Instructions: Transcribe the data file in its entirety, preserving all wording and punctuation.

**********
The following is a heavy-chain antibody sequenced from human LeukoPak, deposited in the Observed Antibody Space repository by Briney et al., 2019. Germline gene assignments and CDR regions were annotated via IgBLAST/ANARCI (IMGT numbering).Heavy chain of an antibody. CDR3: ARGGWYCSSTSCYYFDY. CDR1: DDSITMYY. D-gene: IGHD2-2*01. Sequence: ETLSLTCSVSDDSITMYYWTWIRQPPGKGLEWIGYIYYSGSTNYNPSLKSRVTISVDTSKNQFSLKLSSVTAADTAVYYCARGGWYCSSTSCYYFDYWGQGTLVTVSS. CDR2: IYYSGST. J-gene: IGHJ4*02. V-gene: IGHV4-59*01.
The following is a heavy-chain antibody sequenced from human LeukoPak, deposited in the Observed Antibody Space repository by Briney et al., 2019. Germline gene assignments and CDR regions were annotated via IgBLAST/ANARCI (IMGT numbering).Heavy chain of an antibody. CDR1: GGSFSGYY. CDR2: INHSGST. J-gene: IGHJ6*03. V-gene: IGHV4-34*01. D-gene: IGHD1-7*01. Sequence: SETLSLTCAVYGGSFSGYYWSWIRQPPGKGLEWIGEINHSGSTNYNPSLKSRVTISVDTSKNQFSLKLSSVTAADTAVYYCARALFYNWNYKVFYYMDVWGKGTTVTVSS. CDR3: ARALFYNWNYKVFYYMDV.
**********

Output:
The following is a heavy-chain antibody sequenced from human LeukoPak, deposited in the Observed Antibody Space repository by Briney et al., 2019. Germline gene assignments and CDR regions were annotated via IgBLAST/ANARCI (IMGT numbering).Heavy chain of an antibody. CDR3: ARGGWYCSSTSCYYFDY. CDR1: DDSITMYY. D-gene: IGHD2-2*01. Sequence: ETLSLTCSVSDDSITMYYWTWIRQPPGKGLEWIGYIYYSGSTNYNPSLKSRVTISVDTSKNQFSLKLSSVTAADTAVYYCARGGWYCSSTSCYYFDYWGQGTLVTVSS. CDR2: IYYSGST. J-gene: IGHJ4*02. V-gene: IGHV4-59*01.
The following is a heavy-chain antibody sequenced from human LeukoPak, deposited in the Observed Antibody Space repository by Briney et al., 2019. Germline gene assignments and CDR regions were annotated via IgBLAST/ANARCI (IMGT numbering).Heavy chain of an antibody. CDR1: GGSFSGYY. CDR2: INHSGST. J-gene: IGHJ6*03. V-gene: IGHV4-34*01. D-gene: IGHD1-7*01. Sequence: SETLSLTCAVYGGSFSGYYWSWIRQPPGKGLEWIGEINHSGSTNYNPSLKSRVTISVDTSKNQFSLKLSSVTAADTAVYYCARALFYNWNYKVFYYMDVWGKGTTVTVSS. CDR3: ARALFYNWNYKVFYYMDV.